I have recently used transfers in other unlikely places, as a result of making routing choices on the fly, based on a bus being there or not, or knowledge of traffic conditions. For example, I presented a Finch East transfer to a westbound Queen car at Islington and Lake Shore. It was at least a reasonable routing for where I wanted to go, but try explaining that to a TTC operator who knows one route, but rarely tries to navigate long distances on the system.

    With the TTC’s grid layout, there are lots of options. The route planners can’t be as intelligent as users who know the system. For example, I have verified that the fastest way to Kipling station from Long Branch loop is likely to be a 110A/B Islington South bus, transferring to a northbound Kipling 44 at Horner and Kipling. No route planner will show this, but that combination beats a Shorncliffe bus that left Long Branch a few minutes before the 110 — as I had the opportunity to recently verify when the 123 blew us off at the 39th St. stop.

    Both the planners, and the operators, don’t know complex routings nearly as well as observant users who have tried the various options and understand how they work. (Like your Flemingdon Park example.)


  6. Finally the Trip Planner does not just say “Take Bus X to Subway Station Y” without telling one which direction to take on the subway or even where to get off!

    Also, it’s good to see they have put the Streetcar Stop numbers onto the web timetables, but it would surely be useful to tell people how to use them, on each page. Now to get them added to NextBus, also with the instructions!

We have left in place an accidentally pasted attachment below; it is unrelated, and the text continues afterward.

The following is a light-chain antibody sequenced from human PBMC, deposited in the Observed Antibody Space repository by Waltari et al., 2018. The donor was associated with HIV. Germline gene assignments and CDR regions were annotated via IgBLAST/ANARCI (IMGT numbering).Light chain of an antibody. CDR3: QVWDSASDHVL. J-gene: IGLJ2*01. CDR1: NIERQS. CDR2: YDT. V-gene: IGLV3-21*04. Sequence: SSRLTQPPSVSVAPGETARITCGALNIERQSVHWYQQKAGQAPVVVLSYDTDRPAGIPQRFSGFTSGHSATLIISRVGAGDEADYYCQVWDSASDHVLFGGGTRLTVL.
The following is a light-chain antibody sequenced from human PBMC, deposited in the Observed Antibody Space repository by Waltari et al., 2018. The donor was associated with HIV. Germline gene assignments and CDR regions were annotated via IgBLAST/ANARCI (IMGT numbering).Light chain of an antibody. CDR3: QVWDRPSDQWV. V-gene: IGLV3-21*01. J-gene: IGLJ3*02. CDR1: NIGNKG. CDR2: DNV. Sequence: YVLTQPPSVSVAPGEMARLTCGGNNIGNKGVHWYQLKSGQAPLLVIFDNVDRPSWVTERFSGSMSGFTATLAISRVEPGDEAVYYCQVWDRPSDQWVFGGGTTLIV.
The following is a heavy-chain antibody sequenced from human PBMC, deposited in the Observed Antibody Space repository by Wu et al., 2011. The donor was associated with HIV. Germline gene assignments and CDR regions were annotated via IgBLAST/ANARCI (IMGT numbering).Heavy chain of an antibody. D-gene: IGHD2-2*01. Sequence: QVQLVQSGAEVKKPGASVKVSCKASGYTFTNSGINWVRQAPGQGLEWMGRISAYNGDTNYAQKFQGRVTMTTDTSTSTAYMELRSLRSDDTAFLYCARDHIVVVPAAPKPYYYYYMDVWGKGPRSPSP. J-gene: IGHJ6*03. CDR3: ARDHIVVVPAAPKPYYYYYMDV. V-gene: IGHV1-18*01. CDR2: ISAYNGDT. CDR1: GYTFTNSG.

Steve: If only they would simply hotlink to NextBus from the stop. Obviously, one is already on a browser, so why not simply call out the appropriate display? This could be used both on the mobile and desktop versions of the site.


  7. Can anyone explain why it’s taking so long to get the data to Google to add to its public transit directions? I know the city is ‘working’ with Google according to Miller, but what’s the hold up? Are we conducting feasibility studies on it? Why do other major and minor municipalities feel safe in handing over transit data?

    I have to wonder why we spent the money to develop our own in the first place. I guess you could make an argument against having to rely solely on a foreign company whose main interest is profit for such an important civic tool. But Google’s not going away any time soon, and having the transit data there is just as good for them (keeps people on their site) as it’s good for us, so I can’t see them yanking it.

    Steve: According to the TTC, Google was having problem with the complexity and frequency of changes in schedules on the TTC. I suspect there was also some foot-dragging within the TTC as they have had to add a net new position for handling the Google data interface. It would be interesting to know whether this person will also look after the other external interfaces such as real time vehicle monitoring and archival data of route operations.